The document Raoult's Law Class 12 Notes | EduRev is a part of the Class 12 Course Chemistry Class 12.

All you need of Class 12 at this link: Class 12

**RAOULT’S LAW**

- Let two volatile liquids A and B dissolve each other to form an ideal solution. Then the vapours above the solution will contain the vapours of A and B.
- Applying Dalton’s law of partial pressure the total vapour pressure of the solution will be P
_{solution}= P_{A}+ P_{B} - Where P
_{A}and P_{B}are the partial vapour pressures of A and B. - Solution being dilute (Condition for ideality) Raoult’s law can be applied.
- Raoult’s law for binary solutions state that “the vapour pressure of any volatile constituent of a binary solution at any given temperature is equal to the product of the vapour pressure of pure constituent and its mole fraction”.

P_{A}= P^{º}_{A}X_{A}

P_{B}= P^{º}_{B}X_{B} - P
^{º}_{A}and P^{º}_{B}are vapour pressures of pure A and B respectively - x
_{A}and x_{B}are mole fraction of A and B in liquid solution respectively - Hence
- 𝑃 (Solution) 𝑜𝑟 P
_{s}= P_{A}^{0}X_{A}+ P_{B}^{0}X_{B}

- Also,
- P
_{s}= P^{0}_{A}(1-X_{B}) + P^{0}_{B}X_{B} - P
_{s}= P^{0}_{A}+(P^{0}_{B}- P^{0}_{A})X_{B} - This equation is of the form y = mx + c
- The value of m (slope) may be (+ve) or (–ve) depending upon whether P
^{0}_{B}> P^{0}_{A}(m = + ve) or - P
^{0}_{B}< P^{0}_{A}(m = –ve). - Hence a plot of a graph of P
_{s}versus X_{B}will be a straight line with an intercept on y-axis equal to p_{A}and slope equal to (P^{0}_{B}- P^{0}_{A})

**Total Pressure of a Solution will be:**

- P (Solution) = PA + PB = x
_{A}P^{0}_{A }+ x_{B}P^{0}_{B}

**VAPOUR COMPOSITION**

- Vapour composition means to find out the mole fraction of A and B in vapour i.e y
_{A}and y_{B} - Dalton’s law of particle pressure is used to calculate the vapour composition, as we know
- Partial pressure = mole fraction × total pressure
- p
_{A}= y_{A}× p_{S} - or y! =𝑃
_{A}/𝑃_{𝑆} - Similarly for B
- y
_{B}= 𝑃_{A}/𝑃_{𝑆} - where y
_{A}and y_{B}are mole fraction of ‘A’ and ‘B’ in vapour phase and y_{A}+ y_{B}= 1

**SPECIAL NOTE**

- x
_{A}and x_{B}are mole fraction of ‘A’ and ‘B’ in solution phase and

o x_{A}+ x_{B}=1 - y
_{A}and y_{B}are mole fraction of ‘A’ and ‘B’ in vapour phase and

o y_{A}+ y_{B}=1

**Raoult's Law as a special case of Henry's law**

- At a given temperature liquids vaporize. At equilibrium the pressure exerted by the vapour of the liquid over the liquid phase is referred to as vapour pressure.
- According to Raoult’s law, vapour pressure of a volatile component in a given solution ca be defined by p
_{i}= p_{i}˚x_{i} - In an answer of a gas in a fluid one of the segments is volatile to the point that it exists as a gas and solvency is given by Henry's law which expresses that p = K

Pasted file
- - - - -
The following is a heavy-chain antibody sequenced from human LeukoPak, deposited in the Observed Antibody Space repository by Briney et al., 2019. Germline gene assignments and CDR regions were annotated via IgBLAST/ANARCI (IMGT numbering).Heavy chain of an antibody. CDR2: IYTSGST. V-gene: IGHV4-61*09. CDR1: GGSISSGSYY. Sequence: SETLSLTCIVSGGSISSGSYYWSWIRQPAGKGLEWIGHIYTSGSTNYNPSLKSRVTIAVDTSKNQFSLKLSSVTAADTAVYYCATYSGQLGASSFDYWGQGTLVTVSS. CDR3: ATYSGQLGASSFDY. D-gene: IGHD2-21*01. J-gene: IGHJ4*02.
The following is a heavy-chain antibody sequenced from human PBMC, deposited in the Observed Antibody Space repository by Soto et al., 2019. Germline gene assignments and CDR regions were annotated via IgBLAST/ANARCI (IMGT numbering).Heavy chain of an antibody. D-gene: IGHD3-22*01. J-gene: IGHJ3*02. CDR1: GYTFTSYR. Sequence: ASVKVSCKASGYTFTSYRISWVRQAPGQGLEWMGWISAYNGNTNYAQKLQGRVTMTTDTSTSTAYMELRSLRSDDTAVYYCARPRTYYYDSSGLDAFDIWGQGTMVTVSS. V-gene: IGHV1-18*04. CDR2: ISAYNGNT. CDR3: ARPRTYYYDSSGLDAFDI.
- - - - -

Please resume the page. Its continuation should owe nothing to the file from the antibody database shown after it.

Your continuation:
_{H}x - Comparing both the equations we get that partial pressure of the volatile component or gas is directly proportional to its mole fraction in solution. Proportionality constant K
_{H}differs from p_{i}˚ - Therefore, Raoult's law turns into a unique instance of Henry’s law in which K
_{H}get to be equivalent to p_{i}˚

**Example 1. The vapour pressure of ethanol and methanol are 44.5 mm and 88.7 mm Hg respectively. An ideal solution is formed at the same temperature by mixing 60 g of ethanol with 40g of methanol. Calculate total vapour pressure of the solution.****Solution.**

Number of moles of ethanol = 60/40 = 1.5

Number of moles of methanol = 40/32 = 1.25

X_{A }= 1.25/1.25 + 1.3 = 0.4545 and X_{B} = 1 – 0.4545 = 0.545

Let A = CH_{3}OH, B = C_{2}H_{5}OH

Total pressure of the solution

P_{T} = X_{A}P^{0}_{A} + X_{B}P^{0}B

= 0.4545 × 88.7 + 0.545 × 44.5 = 40.31 + 24.27

= 64.58 mm Hg**Example 2. The composition of vapour over a binary ideal solution is determined by the composition of the liquid. If X _{A} and Y_{A} are the mole-fraction of A in the liquid and vapour, respectively find the value of X_{A} for which Y_{A} − X_{A }has a minimum. What is the value of the pressure at this composition.**

Subtracting x

Now differentiating w.r.t. x

The value of x

Solving for x

hence**Example 3. A very small amount of non-volatile solute (that does not dissociate) is dissolved in 56.8 cm ^{3} of benzene (density 0.889 g cm^{-3}). At room temperature, the vapour pressure of this solution is 99.88 mm Hg while that of benzene is 100mm Hg. Find the molality of this solution. If the freezing temperature of this solution is 0.73 degree lower than that of benzene. What is the value of molal freezing point depression constant of benzene?**

Also,

ΔT

∴ 0.73 = K × 0.1452

f

Total pressure of the solution is given by

P

= 0.4 × 119 + 0.6 × 37

= 47.6 + 22.2

= 69.8 torr

Applying Dalton’s law for mole fraction in vapour phase.

Y

= 0.763

Y

= 0.237

Offer running on EduRev: __Apply code STAYHOME200__ to get INR 200 off on our premium plan EduRev Infinity!

255 videos|306 docs|201 tests

### Vapour Solutions and Types of Solutions

- Doc | 7 pages
### Test: Solubility

- Test | 10 ques | 15 min
### Fun Video: What are the Solutions ?

- Video | 08:21 min
### Test: Solutions 1 - From Past 28 Years Questions

- Test | 17 ques | 35 min
### NCERT Textbook - Solutions

- Doc | 30 pages
### Short & Long Answer Question (Part - 2) - Solutions

- Doc | 8 pages

- Solved Examples - Solutions (Part - 1)
- Doc | 4 pages
- Previous year Questions (2016-20) - Solutions
- Doc | 12 pages